By Sally Absher

One of Knox County’s best kept secrets is the Community Schools program. As the battle between public schools and the corporations that wish to privatize them heats up, this article provides the background and philosophy of the Community Schools Initiative in Knoxville. In coming weeks we will highlight three of the schools, and their communities, to illustrate how this program fosters success – for the student, the family, and the community.

Community schools have been experiencing significance growth over the last 10 to 15 years as various reforms – from Clinton’s Goals 2000 to Bush’s No Child Left Behind to Obama’s Race to the Top – have done little to increase student achievement and close the opportunity gap for at-risk students.

The current trend of fixing “failing schools” with charter schools or vouchers is counter-productive. These solutions fail to recognize that it is not the schools, nor the teachers, that are failing. Generational poverty and the destruction of the family support system (through divorce, incarceration, etc.)  have more to do with the student’s success or lack thereof than school-related factors. Taking a child out of his neighborhood school and putting him in a charter or private school for 7 hours a day does little to fix the challenges he faces during the other 17 hours.

Additionally, both charters and vouchers suck limited tax dollars out of the public school system, leaving fewer resources for those children left behind. Claims that “the money follows the child” ignore the fact that unless entire public schools are closed, the fixed expenses remain. In a county-wide system like KCS, students in Farragut or Hardin Valley will feel these effects as much as students in urban schools.

A better solution, used successfully in across the country, is the Community School Initiative, which works to enhance student academic success and to eliminate achievement gaps by meeting students’ basic needs. Using public schools as a hub for organizing community resources to improve neighborhood health and safety and student academic success, community schools focus not just on the student, but also the family, and the entire community.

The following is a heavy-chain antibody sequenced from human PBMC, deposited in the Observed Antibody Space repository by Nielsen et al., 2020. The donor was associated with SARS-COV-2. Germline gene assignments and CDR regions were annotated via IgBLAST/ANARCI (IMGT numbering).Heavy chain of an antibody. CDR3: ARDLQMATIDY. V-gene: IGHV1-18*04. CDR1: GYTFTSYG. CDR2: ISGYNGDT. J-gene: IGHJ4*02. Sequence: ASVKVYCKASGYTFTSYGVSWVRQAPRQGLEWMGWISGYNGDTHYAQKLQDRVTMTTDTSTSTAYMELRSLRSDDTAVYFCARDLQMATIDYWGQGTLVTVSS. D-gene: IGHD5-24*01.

The University of Tennessee piloted a community school partnership with Pond Gap Elementary in 2010. This is known as a “University-Assisted Community School” (UACS), due to the close relationship with UT. Pond Gap is one of the schools we will spotlight in coming weeks.

The success of Pond Gap caught the attention of former pastor, attorney, educator, and author Buzz Thomas, who in 2009 was appointed as executive director of Great Schools Partnership (GSP). The mission of GSP is “to serve as a think-tank, catalyst, incubator and start-up funder for making Knox County Schools globally competitive.” GSP has been instrumental in leveraging and/or creating programs including early literacy initiatives, the TAP Program, summer bridge programs for struggling students, teacher mentoring programs and more.

GSP launched three community schools in 2012-13: Green Magnet Elementary, Lonsdale Elementary, and Norwood Elementary. In 2013-14, the program expanded to include Christenberry Elementary, Sarah Moore Green Magnet Elementary, and Vine Magnet Middle, and this year South Knoxville Elementary joined the program.

A Site Resource Coordinator at each community school works to engage students, parents, community residents and school personnel to determine program and service needs and assets, and works with community partners to coordinate and facilitate the delivery of services through the community school.